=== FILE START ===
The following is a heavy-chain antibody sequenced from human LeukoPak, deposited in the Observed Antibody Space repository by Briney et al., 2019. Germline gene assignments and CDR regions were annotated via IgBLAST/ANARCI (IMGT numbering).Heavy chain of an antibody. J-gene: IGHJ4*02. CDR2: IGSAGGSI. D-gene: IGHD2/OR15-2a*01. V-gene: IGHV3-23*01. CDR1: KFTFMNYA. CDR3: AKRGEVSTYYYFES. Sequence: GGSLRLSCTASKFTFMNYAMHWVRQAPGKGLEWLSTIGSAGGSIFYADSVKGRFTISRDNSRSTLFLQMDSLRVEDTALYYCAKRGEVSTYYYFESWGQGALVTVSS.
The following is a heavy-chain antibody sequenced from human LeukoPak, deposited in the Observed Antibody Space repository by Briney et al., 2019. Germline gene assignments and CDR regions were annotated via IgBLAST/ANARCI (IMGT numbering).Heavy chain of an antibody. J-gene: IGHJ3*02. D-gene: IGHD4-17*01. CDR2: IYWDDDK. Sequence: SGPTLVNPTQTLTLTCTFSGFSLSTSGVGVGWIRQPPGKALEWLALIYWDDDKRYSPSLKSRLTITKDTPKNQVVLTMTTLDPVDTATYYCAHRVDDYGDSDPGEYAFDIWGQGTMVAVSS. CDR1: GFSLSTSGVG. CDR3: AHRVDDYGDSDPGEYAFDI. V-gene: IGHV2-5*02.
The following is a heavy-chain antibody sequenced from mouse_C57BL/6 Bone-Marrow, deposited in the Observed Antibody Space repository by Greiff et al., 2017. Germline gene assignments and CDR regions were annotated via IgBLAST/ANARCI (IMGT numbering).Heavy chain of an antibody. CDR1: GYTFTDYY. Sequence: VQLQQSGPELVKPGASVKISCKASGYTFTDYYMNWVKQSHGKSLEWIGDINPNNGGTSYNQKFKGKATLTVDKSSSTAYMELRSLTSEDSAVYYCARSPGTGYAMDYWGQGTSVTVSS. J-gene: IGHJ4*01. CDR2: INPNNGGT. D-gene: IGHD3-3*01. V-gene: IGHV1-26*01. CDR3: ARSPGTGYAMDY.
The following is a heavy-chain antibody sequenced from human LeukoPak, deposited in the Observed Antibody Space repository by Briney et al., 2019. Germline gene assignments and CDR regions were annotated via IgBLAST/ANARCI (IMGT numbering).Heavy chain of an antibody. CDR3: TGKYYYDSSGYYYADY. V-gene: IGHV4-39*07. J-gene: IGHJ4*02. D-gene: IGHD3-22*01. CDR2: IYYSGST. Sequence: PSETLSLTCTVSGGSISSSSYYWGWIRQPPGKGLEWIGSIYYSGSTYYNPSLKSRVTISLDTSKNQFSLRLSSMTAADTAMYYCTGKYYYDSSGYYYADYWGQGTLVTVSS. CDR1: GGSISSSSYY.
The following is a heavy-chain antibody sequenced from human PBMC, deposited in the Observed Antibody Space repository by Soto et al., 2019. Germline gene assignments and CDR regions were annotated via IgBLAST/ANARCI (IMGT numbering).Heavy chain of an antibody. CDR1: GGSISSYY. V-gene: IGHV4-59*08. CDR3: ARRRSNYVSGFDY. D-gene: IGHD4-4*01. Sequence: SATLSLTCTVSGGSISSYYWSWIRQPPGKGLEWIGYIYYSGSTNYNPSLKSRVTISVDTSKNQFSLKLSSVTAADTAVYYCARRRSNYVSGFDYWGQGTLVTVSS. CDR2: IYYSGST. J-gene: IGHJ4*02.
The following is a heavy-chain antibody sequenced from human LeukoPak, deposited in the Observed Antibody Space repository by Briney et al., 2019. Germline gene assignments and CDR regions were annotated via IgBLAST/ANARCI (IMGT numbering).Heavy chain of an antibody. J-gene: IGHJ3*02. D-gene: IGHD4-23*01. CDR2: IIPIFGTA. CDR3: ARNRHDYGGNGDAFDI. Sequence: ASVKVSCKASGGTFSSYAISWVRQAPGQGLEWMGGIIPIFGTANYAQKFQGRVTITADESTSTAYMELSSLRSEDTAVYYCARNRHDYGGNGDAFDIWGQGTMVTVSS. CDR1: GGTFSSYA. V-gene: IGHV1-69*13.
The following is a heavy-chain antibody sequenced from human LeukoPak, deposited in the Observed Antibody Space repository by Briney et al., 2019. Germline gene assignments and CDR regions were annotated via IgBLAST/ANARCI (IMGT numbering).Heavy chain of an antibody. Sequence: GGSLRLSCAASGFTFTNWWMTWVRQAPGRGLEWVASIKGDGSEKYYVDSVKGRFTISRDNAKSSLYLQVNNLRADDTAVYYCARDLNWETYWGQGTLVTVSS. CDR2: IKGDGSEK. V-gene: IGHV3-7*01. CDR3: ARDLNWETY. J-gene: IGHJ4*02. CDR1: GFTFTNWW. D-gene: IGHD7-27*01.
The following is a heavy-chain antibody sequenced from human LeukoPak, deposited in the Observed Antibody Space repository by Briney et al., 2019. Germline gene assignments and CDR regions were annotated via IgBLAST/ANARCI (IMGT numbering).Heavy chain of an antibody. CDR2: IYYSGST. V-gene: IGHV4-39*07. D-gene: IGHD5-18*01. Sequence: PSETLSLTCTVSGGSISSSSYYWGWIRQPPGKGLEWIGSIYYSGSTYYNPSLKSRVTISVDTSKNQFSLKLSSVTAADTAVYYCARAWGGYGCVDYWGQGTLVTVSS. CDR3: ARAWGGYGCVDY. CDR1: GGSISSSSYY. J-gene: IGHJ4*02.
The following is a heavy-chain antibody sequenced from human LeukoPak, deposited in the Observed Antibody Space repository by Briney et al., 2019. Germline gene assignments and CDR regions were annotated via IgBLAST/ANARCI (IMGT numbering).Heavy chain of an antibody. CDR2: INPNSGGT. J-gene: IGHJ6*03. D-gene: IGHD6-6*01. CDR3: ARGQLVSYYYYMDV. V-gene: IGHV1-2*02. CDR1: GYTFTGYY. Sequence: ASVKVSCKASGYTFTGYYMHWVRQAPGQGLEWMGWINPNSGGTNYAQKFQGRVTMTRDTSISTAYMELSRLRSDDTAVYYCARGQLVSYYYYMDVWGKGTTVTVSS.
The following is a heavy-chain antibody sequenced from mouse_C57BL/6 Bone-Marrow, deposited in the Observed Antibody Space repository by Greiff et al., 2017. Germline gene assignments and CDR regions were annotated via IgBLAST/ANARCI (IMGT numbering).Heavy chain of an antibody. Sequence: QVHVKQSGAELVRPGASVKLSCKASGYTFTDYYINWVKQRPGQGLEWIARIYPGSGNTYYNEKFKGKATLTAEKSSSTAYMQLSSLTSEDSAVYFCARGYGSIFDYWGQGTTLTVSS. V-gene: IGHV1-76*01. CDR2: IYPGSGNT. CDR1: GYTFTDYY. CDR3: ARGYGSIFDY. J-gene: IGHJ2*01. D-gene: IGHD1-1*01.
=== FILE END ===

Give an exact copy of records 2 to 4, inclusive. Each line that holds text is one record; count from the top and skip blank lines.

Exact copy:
The following is a heavy-chain antibody sequenced from human LeukoPak, deposited in the Observed Antibody Space repository by Briney et al., 2019. Germline gene assignments and CDR regions were annotated via IgBLAST/ANARCI (IMGT numbering).Heavy chain of an antibody. J-gene: IGHJ3*02. D-gene: IGHD4-17*01. CDR2: IYWDDDK. Sequence: SGPTLVNPTQTLTLTCTFSGFSLSTSGVGVGWIRQPPGKALEWLALIYWDDDKRYSPSLKSRLTITKDTPKNQVVLTMTTLDPVDTATYYCAHRVDDYGDSDPGEYAFDIWGQGTMVAVSS. CDR1: GFSLSTSGVG. CDR3: AHRVDDYGDSDPGEYAFDI. V-gene: IGHV2-5*02.
The following is a heavy-chain antibody sequenced from mouse_C57BL/6 Bone-Marrow, deposited in the Observed Antibody Space repository by Greiff et al., 2017. Germline gene assignments and CDR regions were annotated via IgBLAST/ANARCI (IMGT numbering).Heavy chain of an antibody. CDR1: GYTFTDYY. Sequence: VQLQQSGPELVKPGASVKISCKASGYTFTDYYMNWVKQSHGKSLEWIGDINPNNGGTSYNQKFKGKATLTVDKSSSTAYMELRSLTSEDSAVYYCARSPGTGYAMDYWGQGTSVTVSS. J-gene: IGHJ4*01. CDR2: INPNNGGT. D-gene: IGHD3-3*01. V-gene: IGHV1-26*01. CDR3: ARSPGTGYAMDY.
The following is a heavy-chain antibody sequenced from human LeukoPak, deposited in the Observed Antibody Space repository by Briney et al., 2019. Germline gene assignments and CDR regions were annotated via IgBLAST/ANARCI (IMGT numbering).Heavy chain of an antibody. CDR3: TGKYYYDSSGYYYADY. V-gene: IGHV4-39*07. J-gene: IGHJ4*02. D-gene: IGHD3-22*01. CDR2: IYYSGST. Sequence: PSETLSLTCTVSGGSISSSSYYWGWIRQPPGKGLEWIGSIYYSGSTYYNPSLKSRVTISLDTSKNQFSLRLSSMTAADTAMYYCTGKYYYDSSGYYYADYWGQGTLVTVSS. CDR1: GGSISSSSYY.